It's regarded as conventional wisdom that young people's retirement plans should be mostly in stocks when they first start investing.
But some advisors say that's too risky.
Many millennials will have to rely almost exclusively on what they have in their 401(k) and other workplace retirement plans, so where they invest and what they invest in becomes extremely important, said Rob Arnott, chairman and CEO of Research Affiliates. "If they start out with a balanced portfolio of 30 or 40 percent in equities, 30 or 40 percent in bonds and 30 or 40 percent in liquid alternatives ... it will give them broad diversification," Arnott told CNBC's "Closing Bell" on Tuesday.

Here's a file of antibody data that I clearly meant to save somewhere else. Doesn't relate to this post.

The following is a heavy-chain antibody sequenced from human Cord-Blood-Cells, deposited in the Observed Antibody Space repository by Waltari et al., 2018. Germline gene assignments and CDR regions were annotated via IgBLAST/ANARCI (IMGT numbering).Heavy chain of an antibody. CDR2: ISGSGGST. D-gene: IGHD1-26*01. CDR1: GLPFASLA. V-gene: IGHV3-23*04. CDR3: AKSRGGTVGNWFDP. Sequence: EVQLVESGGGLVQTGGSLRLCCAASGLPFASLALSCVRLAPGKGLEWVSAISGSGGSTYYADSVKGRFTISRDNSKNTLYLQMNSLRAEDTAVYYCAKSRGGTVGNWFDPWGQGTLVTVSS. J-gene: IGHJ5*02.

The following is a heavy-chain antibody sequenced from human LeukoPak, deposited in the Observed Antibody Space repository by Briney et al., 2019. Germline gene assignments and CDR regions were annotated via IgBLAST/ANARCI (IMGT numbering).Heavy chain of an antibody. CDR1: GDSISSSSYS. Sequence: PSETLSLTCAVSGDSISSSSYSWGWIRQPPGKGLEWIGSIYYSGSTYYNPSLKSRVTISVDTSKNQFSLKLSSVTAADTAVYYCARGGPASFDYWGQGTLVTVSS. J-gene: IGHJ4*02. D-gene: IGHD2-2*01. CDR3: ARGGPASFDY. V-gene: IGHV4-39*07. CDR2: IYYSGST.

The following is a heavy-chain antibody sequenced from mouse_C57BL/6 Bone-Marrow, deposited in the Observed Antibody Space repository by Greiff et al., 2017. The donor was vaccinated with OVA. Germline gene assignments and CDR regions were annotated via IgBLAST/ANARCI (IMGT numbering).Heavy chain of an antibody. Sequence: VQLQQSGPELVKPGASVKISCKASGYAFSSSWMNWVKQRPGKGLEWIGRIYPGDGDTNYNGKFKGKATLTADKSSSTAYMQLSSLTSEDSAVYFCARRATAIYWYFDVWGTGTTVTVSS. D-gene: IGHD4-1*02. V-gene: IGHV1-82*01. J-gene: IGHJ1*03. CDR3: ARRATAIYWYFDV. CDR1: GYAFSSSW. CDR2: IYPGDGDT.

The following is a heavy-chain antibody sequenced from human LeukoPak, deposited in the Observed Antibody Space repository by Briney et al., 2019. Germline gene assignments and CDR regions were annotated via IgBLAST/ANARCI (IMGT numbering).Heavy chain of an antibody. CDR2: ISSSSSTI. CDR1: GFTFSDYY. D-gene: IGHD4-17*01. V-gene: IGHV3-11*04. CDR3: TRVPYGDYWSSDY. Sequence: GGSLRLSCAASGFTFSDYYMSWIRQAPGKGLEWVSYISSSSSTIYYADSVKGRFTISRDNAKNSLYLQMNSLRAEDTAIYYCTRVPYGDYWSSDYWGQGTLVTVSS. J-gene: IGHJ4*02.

Instead, young investors have been loading up on stocks in their 401(k) plans in recent years. Eighty-five percent of the portfolio of the average 25-year-old is in equities, according to Vanguard, a leading provider of 401(k) plans. A decade ago, stocks only made up a little over half of the portfolios of that age group.